THOMAS O'Dore, Chairman of the American Chamber of Commerce in Ha Noi, affirmed that the decision by the Intel Corporation of the US to invest in Vietnam sends a particularly strong message to the rest of the world that the country is the right place to be.
Talking with a Vietnam News Agency reporter, Thomas said that for a big American company like Intel to invest into Vietnam even before the country's accession to the World Trade Organisation (WTO) is a significant positive statement for Vietnam.
"It's the result of the US-Vietnam bilateral trade agreement and it's the result of a lot of the reform and changes that the government of Vietnam is making to open up to foreign investment in the country," he said.
Asked about the reasons why Intel decided to invest into Vietnam, Thomas said "There is a stable government in Vietnam. It's a safe environment. Vietnam is an attractive investment location. It's got great skilled workers. It's preparing to enter the WTO which is going to create even more stable change for Vietnam."
He stressed that "Intel is a widely recognised name all around the world and people watch what the big investors are doing before they decide. So the project has not only an effect on American investors but this is going to have a positive effect for Europeans and other Asian companies that are looking for places to invest. It will get their attention and shine a light onto Vietnam."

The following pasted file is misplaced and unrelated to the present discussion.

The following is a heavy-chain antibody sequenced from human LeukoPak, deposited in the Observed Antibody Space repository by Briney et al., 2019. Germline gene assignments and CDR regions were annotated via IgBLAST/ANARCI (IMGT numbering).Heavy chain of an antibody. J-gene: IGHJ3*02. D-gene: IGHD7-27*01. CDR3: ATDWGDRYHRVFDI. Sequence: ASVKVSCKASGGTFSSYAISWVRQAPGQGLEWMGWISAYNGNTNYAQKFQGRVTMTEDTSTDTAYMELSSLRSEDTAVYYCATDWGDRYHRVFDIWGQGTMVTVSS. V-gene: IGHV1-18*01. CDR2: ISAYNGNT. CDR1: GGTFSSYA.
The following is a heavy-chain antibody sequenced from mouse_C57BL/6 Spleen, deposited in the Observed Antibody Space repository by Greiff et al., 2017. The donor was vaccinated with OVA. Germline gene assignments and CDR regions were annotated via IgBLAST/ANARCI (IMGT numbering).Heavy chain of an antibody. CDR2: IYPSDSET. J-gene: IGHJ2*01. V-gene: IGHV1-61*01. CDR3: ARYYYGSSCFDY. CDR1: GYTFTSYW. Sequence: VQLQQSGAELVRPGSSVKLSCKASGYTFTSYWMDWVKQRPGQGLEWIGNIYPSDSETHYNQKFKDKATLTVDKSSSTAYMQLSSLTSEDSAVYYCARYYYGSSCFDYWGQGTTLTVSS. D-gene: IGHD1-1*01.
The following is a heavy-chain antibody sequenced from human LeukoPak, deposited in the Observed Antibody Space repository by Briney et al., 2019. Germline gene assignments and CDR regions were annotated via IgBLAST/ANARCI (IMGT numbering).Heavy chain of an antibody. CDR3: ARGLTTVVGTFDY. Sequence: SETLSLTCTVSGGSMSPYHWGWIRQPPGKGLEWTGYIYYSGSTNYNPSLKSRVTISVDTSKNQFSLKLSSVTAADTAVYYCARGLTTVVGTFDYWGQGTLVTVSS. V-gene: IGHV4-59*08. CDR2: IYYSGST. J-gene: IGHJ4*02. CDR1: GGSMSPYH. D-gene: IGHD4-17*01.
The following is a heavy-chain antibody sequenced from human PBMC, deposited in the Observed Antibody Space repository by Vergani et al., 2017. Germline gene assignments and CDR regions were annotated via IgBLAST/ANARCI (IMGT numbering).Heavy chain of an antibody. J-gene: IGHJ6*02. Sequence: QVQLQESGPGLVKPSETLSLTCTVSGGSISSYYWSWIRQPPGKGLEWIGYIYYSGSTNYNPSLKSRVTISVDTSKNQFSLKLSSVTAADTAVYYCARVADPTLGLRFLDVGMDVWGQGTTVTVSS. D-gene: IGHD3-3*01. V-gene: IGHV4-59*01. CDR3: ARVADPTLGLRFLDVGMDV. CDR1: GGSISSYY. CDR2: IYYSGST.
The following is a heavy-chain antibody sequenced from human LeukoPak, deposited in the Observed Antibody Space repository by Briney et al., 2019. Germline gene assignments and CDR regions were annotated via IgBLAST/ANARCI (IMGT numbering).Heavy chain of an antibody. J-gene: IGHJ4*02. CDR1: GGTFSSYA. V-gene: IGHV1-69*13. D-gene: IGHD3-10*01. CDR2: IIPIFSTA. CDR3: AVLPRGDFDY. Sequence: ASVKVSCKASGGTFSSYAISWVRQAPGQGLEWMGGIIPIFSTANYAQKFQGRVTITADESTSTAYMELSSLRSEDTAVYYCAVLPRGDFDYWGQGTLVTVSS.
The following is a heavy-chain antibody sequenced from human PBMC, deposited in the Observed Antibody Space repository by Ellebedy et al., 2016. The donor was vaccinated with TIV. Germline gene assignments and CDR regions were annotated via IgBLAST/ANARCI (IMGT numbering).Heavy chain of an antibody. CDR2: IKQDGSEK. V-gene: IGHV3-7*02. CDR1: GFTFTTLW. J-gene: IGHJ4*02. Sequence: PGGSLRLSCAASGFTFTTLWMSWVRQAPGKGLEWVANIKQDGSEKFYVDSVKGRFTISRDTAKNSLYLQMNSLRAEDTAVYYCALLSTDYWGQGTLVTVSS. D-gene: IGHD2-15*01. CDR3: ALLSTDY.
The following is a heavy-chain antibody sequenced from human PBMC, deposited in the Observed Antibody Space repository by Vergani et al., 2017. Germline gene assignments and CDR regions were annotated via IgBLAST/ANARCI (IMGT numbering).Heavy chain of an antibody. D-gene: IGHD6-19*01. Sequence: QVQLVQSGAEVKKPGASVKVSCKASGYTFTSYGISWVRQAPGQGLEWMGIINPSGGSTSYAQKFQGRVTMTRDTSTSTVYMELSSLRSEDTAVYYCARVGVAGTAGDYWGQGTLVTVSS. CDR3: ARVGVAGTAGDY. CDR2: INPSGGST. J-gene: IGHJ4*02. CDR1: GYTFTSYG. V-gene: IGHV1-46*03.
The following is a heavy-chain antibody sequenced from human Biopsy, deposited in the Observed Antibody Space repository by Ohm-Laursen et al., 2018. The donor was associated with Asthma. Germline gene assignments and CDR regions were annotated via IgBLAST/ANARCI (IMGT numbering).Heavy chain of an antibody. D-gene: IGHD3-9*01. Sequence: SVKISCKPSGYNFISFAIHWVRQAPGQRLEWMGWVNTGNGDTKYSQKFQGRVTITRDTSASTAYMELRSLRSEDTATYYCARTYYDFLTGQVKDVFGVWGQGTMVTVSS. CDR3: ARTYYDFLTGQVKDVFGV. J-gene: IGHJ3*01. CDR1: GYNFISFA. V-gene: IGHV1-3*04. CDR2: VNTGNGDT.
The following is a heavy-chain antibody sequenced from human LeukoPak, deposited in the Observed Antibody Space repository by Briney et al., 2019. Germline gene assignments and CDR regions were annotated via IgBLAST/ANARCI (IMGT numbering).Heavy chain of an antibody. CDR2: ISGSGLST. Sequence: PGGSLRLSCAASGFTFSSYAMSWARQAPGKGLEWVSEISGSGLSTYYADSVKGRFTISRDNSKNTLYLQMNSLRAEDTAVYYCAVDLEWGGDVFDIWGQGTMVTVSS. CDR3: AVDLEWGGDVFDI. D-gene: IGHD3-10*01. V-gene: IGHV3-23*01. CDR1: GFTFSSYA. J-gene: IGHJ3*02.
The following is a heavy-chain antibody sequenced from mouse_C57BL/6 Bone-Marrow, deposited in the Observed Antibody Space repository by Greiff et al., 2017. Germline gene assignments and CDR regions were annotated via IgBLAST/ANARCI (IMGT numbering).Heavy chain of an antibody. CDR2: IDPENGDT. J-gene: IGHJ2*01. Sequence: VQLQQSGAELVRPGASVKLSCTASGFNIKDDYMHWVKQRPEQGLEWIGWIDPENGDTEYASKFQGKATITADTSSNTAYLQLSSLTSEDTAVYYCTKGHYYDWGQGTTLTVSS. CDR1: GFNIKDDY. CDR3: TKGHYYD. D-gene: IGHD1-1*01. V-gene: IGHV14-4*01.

"I think companies like Intel coming in here will attract other IT companies to look at Vietnam. It's very favourable to push Vietnam in the direction of technology. We know that software development is starting to become successful here. This will help further along investment in those kinds of industries," he added.
According to Thomas, the project will likely provide around 2000 jobs. "It also sends a message out to other investors that if Intel is looking here, then those companies that provide services to Intel need to invest here as well. And that will create even more foreign direct investment, more jobs, more tax dollars for Vietnam."
"It will also help Vietnam move from a low cost manufacturing society to high-tech. I think that's the next logical step for Vietnam, to go from manufacturing textiles and furniture and those kinds of products, to moving up to these more high-tech services," he said.
However, he underlined that whether Vietnam becomes a big market or not is up to the Vietnamese themselves. "The quality of the education system here really needs to improve, especially at the higher university level. But it's the people themselves and their education and their skill that will determine how much new investment comes here," Thomas elaborated.